Session.Property(“CITRIX_PATH”) = strCitrixInstallFolder


Session.Property(“CITRIX_PATH”) = “0”

end if


Session.Property(“CITRIX_VERSION_112”) = “0”

Session.Property(“CITRIX_PATH”) = “0”

end if

End Sub


Sub SetMEHostLocationsValue()

installPath = Session.Property(“INSTALLDIR”)

If IsNull(installPath) Or Len(installPath) = 0 Then

Exit Sub

End If


locationsStr = Session.Property(“MEHOST_LOCATIONS_ENTRIES”)


If IsNull(locationsStr) Or Len(locationsStr) = 0 Then

newLocVal = installPath


tempVarStr = Session.Property(“%TEMP”)

If Not IsNull(tempVarStr) and Len(tempVarStr) > 0 Then

newLocVal = newLocVal + “;%TEMP%”

End If


If InStr(locationsStr, installPath) = 0 Then

newLocVal = installPath + “;” + locationsStr


newLocVal = locationsStr

End If

End If


Session.Property(“MEHOST_LOCATIONS_ENTRIES”) = newLocVal

End Sub[/code]

Now I’m not going to talk through the logic of the VBScript line by line as you can do that yourselves. However, I will draw your attention to these bits:

[code]strKeyPath = “SOFTWARE\Wow6432Node\Citrix\ICA Client”
oReg.CheckAccess HKEY_LOCAL_MACHINE, strKeyPath, &H20000, bHasAccess[/code]


[code]strKeyPath = “SOFTWARE\Citrix\ICA Client”
oReg.CheckAccess HKEY_LOCAL_MACHINE, strKeyPath, &H20000, bHasAccess[/code]

You can see the VBScript is checking in HKEY_LOCAL_MACHINE for the existence of certain registry values that determine if the Citrix Receiver is installed (or not) and setting Windows Installer Properties that instruct the MSI to display the warning message we originally received.

Having now found out where it is determining this information, I checked those related HKLM registry keys on my local machine and surprise surprise, they weren’t there! So it’s taken me a while to find out why I’m getting the warning message (I could have potentially just used ProcMon when running the installer – but this blog also gives you some handy insight into the workings of Windows Installer Winking smile). Interestingly those very same registry keys are present in HKCU!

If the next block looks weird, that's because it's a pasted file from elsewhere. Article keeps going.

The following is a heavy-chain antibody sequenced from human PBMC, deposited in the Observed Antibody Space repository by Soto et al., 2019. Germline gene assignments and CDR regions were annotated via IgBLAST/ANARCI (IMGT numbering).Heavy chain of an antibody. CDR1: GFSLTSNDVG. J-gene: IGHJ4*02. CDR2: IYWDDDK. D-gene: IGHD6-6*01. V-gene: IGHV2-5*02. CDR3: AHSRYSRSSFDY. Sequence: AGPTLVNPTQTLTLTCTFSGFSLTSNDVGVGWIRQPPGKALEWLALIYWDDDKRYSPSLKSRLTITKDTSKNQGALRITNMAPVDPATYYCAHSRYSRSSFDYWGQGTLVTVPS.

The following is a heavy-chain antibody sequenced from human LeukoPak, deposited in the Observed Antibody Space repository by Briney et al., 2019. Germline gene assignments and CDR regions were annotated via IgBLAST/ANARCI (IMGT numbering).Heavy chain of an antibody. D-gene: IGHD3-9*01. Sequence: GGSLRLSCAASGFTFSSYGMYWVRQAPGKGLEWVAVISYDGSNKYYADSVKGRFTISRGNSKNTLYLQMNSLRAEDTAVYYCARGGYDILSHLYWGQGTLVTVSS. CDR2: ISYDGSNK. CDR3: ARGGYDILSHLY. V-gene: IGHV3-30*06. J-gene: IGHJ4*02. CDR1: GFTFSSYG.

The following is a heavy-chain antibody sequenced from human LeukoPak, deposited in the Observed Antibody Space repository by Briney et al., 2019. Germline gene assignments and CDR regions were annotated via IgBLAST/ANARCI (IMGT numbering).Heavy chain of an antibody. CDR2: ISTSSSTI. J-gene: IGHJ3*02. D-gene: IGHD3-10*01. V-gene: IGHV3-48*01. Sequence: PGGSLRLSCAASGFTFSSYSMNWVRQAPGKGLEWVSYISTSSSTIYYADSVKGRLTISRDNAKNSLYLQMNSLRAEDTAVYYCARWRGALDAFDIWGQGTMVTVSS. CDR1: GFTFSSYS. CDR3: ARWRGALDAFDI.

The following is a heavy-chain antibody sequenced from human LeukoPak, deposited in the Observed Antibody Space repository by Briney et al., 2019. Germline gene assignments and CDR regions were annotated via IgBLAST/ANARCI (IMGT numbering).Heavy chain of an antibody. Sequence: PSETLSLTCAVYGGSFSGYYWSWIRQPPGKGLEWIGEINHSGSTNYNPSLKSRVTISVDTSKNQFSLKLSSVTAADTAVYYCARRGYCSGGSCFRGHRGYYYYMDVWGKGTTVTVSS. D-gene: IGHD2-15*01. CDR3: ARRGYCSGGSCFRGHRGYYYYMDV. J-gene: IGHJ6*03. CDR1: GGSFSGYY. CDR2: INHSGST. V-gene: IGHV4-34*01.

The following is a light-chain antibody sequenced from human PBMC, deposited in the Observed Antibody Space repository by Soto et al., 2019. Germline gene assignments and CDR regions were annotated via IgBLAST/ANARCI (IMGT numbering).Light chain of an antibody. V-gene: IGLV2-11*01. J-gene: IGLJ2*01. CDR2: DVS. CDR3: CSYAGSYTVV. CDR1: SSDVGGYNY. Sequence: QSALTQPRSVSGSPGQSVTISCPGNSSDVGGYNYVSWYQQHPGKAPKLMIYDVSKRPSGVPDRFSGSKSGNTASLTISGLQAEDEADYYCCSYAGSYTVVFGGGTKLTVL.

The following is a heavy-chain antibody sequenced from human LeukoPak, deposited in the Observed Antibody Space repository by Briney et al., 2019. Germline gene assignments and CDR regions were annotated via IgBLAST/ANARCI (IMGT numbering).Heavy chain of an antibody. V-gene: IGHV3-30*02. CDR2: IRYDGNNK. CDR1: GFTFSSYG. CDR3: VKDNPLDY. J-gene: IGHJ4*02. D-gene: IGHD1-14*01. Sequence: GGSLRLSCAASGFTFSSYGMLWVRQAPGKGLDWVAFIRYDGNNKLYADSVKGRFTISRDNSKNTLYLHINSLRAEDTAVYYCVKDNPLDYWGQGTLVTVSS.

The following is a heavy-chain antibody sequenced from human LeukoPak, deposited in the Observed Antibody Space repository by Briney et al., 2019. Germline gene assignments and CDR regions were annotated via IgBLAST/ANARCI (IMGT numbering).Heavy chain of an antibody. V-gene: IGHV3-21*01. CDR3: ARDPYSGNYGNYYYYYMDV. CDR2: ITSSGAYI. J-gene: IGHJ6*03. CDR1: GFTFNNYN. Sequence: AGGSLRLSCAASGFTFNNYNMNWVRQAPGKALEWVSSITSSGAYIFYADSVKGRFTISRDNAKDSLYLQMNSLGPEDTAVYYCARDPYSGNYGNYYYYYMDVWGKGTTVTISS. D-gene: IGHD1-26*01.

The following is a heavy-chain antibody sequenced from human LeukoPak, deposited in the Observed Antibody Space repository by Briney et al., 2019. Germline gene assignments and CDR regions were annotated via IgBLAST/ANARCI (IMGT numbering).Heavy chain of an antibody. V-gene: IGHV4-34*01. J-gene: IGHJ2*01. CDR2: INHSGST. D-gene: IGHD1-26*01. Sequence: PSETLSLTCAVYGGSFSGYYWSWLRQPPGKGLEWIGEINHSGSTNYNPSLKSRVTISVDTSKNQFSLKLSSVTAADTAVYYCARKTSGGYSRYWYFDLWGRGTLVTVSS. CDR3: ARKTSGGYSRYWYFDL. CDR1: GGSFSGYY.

I hope you’re still with me? If you are, it begs the question “why when I installed the Citrix Receiver did these registry keys appear in HKCU?” If you were looking at the above screen shot very closely, you will also notice that the Citrix Receiver files are installed into my profile too!?


Well as it turns out the answer is simple, if not flawed in my view (but that’s another post). I installed the Citrix Receiver as my “standard” user account i.e. no admin privileges and as such the Citrix Receiver installed the files into my profile and registry keys into HKCU. The HDX RealTime Media Engine installer is obviously unaware that this is at all possible hence why its only checking HKLM.

So in conclusion, for the HDX RealTime Media Engine install to work without the warning message, you need to have installed the Citrix Receiver as an administrator. This will ensure the files are installed into either “%ProgramFiles%” or “%ProgramFiles(x86)%” and the registry keys into HKEY_LOCAL_MACHINE. If you’re (thinking of) operating a BYOC scheme you will probably need to be aware of this as your users won’t be and who knows what they’re doing!

Thanks for staying with me on this one – but I hope it was worth the wait Smile.


Transferring Files to RES HyperDrive

As I’ve discussed previously, connecting the RES HyperDrive appliance via SSH is more involved than is typical for other Linux appliances. My assumption is that, as SSH is used by OS X clients and is exposed to the big bad world, it needs be secured. And tightly!

I have come across numerous times that I’ve needed to transfer files to or from the virtual appliance. This normally involves copying SSL certificates and keys and grabbing log files etc. Various people have asked me how they can achieve this so I thought I’d document the process. It’s fairly straight forward and assuming you have have your SSH private key and have downloaded WinSCP (or your SCP client of choice) you’re all set. WinSCP will transfer files over SSH and therefore, the process is almost identical to the earlier Remotely Administering RES HyperDrive post.

Note: If you have RES Automation Manager 2012 deployed then you can always transfer files to the appliance with the built-in Linux/Unix Resource Download task. If you don’t or want to know how to do this manually, feel free to continue..

After launching WinSCP you need to enter the connection information. Enter the hostname/FQDN, port number, username and private key as highlighted below (replace the hostname accordingly!). Make sure that you enter the username as hyperdrive and leave the password blank!:


When you connect by clicking the Login button you’ll be asked whether you trust the server’s key, so go ahead and do so. Once connected you should be able to transfer and drag ‘n drop files from left to right.